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Teachers stage 'sickout,' forcing Arizona school district to cancel classes


Virtual classes have also been canceled

Rodin Eckenroth/Getty Images

Schools in the J.O. Combs Unified School District were scheduled to open on Monday. However, the school district in Arizona was forced to cancel the reopening after teachers staged a "sickout" as a protest against going back to work during the coronavirus pandemic.

More than 100 teachers and other staff members called in sick ahead of the reopening of schools in a suburb outside of Phoenix. The sickout, which included about 20% of the school district's staff, forced the school district to cancel all in-person classes as well as all virtual learning.

Gregory Wyman, superintendent of the J.O. Combs Unified School District, wrote a letter to parents on Friday.

"We have received an overwhelming response from staff indicating that they do not feel safe returning to classrooms with students," the letter said. "In response, we have received a high volume of staff absences for Monday citing health and safety concerns."

"Due to these insufficient staffing levels, schools will not be able to reopen on Monday as planned," Wyman wrote. "At this time, we do not know the duration of these staff absences, and cannot yet confirm when in-person instruction may resume."

The school district plans to provide parents with an update by 5:00 p.m. on Monday.

Some teachers, including Phoenix kindergarten teacher Kelley Fisher, hope the Arizona sickout will lead to a nationwide movement of teachers refusing to go to work.

"It was great to see J.O. Combs school district came together and used their collective power," Fisher told Reuters. "I'd love to see a nationwide sick out."

Phoenix resident Christina DeRouchey, whose son is in first grade, argued that it's time to reopen the schools.

"We just want the choice that is best physically, mentally and most importantly emotionally for our children," DeRouchey said.

The J.O. Combs Unified School District is located in Pinal County, which has met two out of the three benchmarks that the Arizona Department of Health Services recommends before schools reopen. Gov. Doug Ducey (R) let school districts decide when they feel it is safe to reopen and in what capacity.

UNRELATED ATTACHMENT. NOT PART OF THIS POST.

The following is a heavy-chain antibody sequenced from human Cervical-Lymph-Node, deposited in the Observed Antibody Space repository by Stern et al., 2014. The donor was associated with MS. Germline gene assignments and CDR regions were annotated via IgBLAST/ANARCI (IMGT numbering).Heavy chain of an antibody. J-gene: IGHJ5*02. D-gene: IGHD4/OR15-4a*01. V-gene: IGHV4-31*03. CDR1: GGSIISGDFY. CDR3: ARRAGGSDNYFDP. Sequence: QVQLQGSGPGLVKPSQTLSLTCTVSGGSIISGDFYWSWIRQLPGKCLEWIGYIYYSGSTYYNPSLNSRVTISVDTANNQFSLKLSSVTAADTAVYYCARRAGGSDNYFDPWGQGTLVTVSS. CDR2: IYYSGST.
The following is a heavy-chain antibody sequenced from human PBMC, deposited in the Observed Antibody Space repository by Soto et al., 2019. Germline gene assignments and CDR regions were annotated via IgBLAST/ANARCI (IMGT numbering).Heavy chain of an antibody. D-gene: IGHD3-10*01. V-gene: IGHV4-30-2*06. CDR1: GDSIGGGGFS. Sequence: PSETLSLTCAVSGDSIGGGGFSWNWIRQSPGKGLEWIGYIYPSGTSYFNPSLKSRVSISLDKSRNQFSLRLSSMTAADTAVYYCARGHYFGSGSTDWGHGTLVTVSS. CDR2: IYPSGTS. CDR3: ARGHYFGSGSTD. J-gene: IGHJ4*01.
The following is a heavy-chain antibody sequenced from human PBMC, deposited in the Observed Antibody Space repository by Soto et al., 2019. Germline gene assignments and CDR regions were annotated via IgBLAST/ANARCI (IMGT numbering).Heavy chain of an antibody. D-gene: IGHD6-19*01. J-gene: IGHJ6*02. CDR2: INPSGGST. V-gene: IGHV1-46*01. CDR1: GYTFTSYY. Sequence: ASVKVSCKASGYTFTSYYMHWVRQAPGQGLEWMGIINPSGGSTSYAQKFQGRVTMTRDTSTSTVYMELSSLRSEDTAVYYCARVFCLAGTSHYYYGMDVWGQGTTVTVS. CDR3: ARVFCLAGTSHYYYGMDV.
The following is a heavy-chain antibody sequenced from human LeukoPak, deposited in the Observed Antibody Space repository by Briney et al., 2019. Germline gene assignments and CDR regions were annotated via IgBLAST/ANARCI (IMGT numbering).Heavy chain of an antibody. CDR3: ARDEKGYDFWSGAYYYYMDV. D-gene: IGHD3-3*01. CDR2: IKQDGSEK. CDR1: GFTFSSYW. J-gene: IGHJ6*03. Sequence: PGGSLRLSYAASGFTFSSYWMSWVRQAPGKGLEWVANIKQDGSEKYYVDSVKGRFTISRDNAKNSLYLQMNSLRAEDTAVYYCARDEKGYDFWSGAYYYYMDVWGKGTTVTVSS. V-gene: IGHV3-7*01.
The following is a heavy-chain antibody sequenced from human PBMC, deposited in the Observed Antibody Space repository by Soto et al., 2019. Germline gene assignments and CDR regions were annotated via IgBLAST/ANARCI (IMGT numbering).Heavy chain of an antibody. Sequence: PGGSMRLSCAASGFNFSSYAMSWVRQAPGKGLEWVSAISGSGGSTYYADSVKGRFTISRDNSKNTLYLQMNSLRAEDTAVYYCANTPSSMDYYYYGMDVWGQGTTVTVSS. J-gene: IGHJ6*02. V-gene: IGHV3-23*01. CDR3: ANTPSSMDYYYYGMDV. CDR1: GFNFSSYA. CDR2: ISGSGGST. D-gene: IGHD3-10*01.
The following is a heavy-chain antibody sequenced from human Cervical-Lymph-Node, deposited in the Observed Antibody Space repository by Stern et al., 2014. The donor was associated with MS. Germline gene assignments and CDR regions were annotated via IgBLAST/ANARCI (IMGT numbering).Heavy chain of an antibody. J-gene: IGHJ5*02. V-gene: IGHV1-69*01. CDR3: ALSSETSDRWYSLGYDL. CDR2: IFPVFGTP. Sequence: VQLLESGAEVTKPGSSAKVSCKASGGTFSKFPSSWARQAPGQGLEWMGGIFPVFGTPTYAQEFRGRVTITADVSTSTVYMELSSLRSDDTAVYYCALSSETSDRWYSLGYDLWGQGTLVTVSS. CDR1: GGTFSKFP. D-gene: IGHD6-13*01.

Pinal County has a population of 462,789, according to the U.S. Census figures from July 1, 2019. There have been 8,665 confirmed coronavirus cases and 166 COVID-19 deaths, according to the Pinal County website.

COVID-19 cases and deaths in Arizona have recently declined, according to Tucson.com:

Statewide COVID-19 deaths totaled 548 from July 12 to July 18, according to data published by the Arizona Department of Health Services, as of Saturday. The next week, COVID-19 deaths fell by about 18% to 449 deaths between July 19 and July 25. It was the first time COVID-19 deaths fell in Arizona since mid-May.

"For the first time I'm confident that we've had a peak in deaths," Dr. Joe Gerald, an associate professor with the University of Arizona's Zuckerman College of Public Health, said. "Things are getting markedly better."

Pandemic analyst Trevor Bedford from the University of Washington believes Arizona is one of three states where herd immunity could be causing cases to decrease.

"Thus, I believe the substantial epidemics in Arizona, Florida and Texas will leave enough immunity to assist in keeping COVID-19 controlled," Bedford wrote. However, he cautioned that "this level of immunity is not compatible with a full return to societal behavior as existed before the pandemic."

"Due to these insufficient staffing levels, schools will not be able to reopen on Monday as planned. This means that all classes, including virtual learning, will be canceled. At this time, we do not know the duration of these staff absences, and cannot yet confirm when in-person instruction may resume," he said.

In July, a teachers union in North Carolina refused to go back to work until sweeping social programs were enacted. The teachers union demanded universal health care, welfare benefits for illegal immigrants, and a suspension of rents and mortgages.

Also in July, the primary teachers union in Los Angeles stated it could not reopen unless certain demands were met, including defunding of police, the end of charter schools, and the granting of financial support to undocumented students and their families.

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